Having reread my old blog post about the Camel Quarkus 1.0.0 release from last year, I realised that in the code examples I casually mentioned things like ‘bootstrap’ and ‘Camel Main’, but never covered those terms in any detail.
Here follows a brief overview of how Camel Quarkus applications are bootstrapped and some different ways in which a Camel Quarkus application can written.
Similar to Camel on Spring Boot, Camel Quarkus automatically creates a
CamelContext, discovers any
RouteBuilder implementations and loads any XML based
CamelContext definitions. The major difference in Camel Quarkus, is that there’s a lot of work happening at build time, instead of in a traditional application where most things happen at run time.
There are some obvious benefits to doing ‘heavy duty’ configuration work at build time, rather than runtime. Many of the Camel Quarkus component extensions do work at build time to configure some aspect of the application. Such as configuring components, adding beans to the Camel registry and other tasks that help to make the user experience and performance better.
Once the build time configuration steps are completed, a lightweight Camel runtime is assembled as is executed as part of the ‘Runtime Init’ Quarkus bootstrap phase.
There are a few ways to build and configure Camel Quarkus applications. I won’t delve into the specifics of how configuration properties work, as Alexandre Gallice covered this recently in his blog post, Camel Quarkus Configuration Tips.
Instead, I’ll focus on the choices available for wiring together a Camel Quarkus application and how they differ with regards to configuration options.
Configuration with Camel Quarkus Main
Component configuration options
With Camel Main, you can configure component and endpoint properties like this.
Each Camel Quarkus component extension documentation page lists and links to all of the supported configuration options.
Camel Main has a feature where it can automatically discover beans that are in the Camel registry and wire them into the corresponding types on any component or endpoint properties.
For example, the log component has the option for providing a custom
ExchangeFormatter. To do that, we define a CDI bean producer method as follows.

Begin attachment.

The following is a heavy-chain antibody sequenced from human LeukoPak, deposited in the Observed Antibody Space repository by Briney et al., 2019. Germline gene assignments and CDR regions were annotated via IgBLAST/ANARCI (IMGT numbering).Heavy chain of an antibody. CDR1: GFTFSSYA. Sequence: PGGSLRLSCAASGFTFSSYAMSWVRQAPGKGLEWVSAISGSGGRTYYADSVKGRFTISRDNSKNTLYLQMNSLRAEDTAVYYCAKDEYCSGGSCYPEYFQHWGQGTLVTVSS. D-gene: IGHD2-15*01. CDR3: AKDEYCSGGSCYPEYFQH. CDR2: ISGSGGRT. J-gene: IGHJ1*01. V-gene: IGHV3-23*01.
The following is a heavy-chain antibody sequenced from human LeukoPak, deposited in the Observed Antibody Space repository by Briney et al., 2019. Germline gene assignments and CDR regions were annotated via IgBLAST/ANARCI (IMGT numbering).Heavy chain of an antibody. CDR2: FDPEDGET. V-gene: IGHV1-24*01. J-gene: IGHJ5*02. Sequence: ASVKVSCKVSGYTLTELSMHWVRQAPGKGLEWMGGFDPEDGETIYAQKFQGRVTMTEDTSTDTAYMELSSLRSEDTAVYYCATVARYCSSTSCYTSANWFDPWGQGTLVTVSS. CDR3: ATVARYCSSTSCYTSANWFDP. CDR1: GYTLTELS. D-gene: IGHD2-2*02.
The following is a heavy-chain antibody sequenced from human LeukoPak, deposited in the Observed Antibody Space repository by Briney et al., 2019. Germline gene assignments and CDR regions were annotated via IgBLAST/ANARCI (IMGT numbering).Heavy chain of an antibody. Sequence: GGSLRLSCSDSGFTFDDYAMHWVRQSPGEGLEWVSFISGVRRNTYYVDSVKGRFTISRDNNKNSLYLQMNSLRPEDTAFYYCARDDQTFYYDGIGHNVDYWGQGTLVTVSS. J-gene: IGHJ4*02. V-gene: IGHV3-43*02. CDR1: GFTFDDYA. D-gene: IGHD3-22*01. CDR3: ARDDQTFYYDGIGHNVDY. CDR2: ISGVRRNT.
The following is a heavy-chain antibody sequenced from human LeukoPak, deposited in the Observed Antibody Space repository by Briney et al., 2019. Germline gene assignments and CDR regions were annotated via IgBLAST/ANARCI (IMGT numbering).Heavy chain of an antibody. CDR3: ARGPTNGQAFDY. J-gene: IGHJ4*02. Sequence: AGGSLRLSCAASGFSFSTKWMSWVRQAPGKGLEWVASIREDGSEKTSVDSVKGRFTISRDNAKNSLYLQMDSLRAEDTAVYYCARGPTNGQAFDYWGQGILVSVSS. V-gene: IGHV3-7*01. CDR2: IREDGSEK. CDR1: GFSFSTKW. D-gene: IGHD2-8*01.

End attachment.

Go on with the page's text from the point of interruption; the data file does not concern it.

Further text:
With this code in place, the following is reported during application startup indicating Camel Main autowired the
ExchangeFormatter into the component:
Custom main class
With Camel Main, it is possible to take advantage of Quarkus command line style applications and write a custom main method where you can choose when the Camel runtime is started. You can also leverage Quarkus command line support. Peter Palaga previously covered this in a Blog Post.
Configuration without Camel Main
Without Camel Main, you can leverage CDI to do any required custom configuration. For example, to configure a component.
Note the use of
@Named is quite important in this instance. It determines the URI scheme that is used to reference the component in a route. If we had used
@Named("foo"), then our route would look like
Something else to note is that manually creating components in this way replaces and overrides any pre-configuration and optimisation that was done at build time by the related component extension. For example, the Vert.x component extension sets up the component at build time like this.
If you were to configure the component manually with CDI, the work done at build time would effectively be ignored.
You can preserve the pre-configuration via an observer method to catch when the component is added to the
CamelContext like this.
A note on ‘unused’ beans
A potential pitfall when configuring CDI beans for Camel to use, is that Quarkus will attempt to remove what it deems to be ‘unused’ beans. There’s more information about this in the Quarkus documentation.
Consider the following example for the Camel JMS component. Camel can auto discover a
ConnectionFactory from the registry, so we attempt to take advantage of this by doing the following.
Since the ConnectionFactory bean is neither
@Injected anywhere in the application, Quarkus considers it a candidate for removal. When Camel attempts to look up the bean in the registry, it wont find anything.
The solution is to annotate the producer method with
@Named. Or you can disable bean removal entirely.
Configuration with XML
It’s possible to create routes using XML like this. If you need to reference beans or processors, then you can use CDI to create them and refer to their name in the route XML.
There’s also some limited support for Spring provided via the Quarkus Spring extensions. Note this is not a full replacement for camel-spring or camel-spring-boot. But it provides the capability to write a Camel application using Spring, within the confines of what Quarkus supports. E.g there is no Spring XML support in Quarkus, so Camel Spring XML context definitions cannot be used.
If kotlin is your thing then routes can be defined and configured with Quarkus Kotlin.
Hopefully that short excursion into the world of Camel Quarkus application bootstrapping and configuration was useful in explaining the different choices available to build applications.
Happy Camel quarking!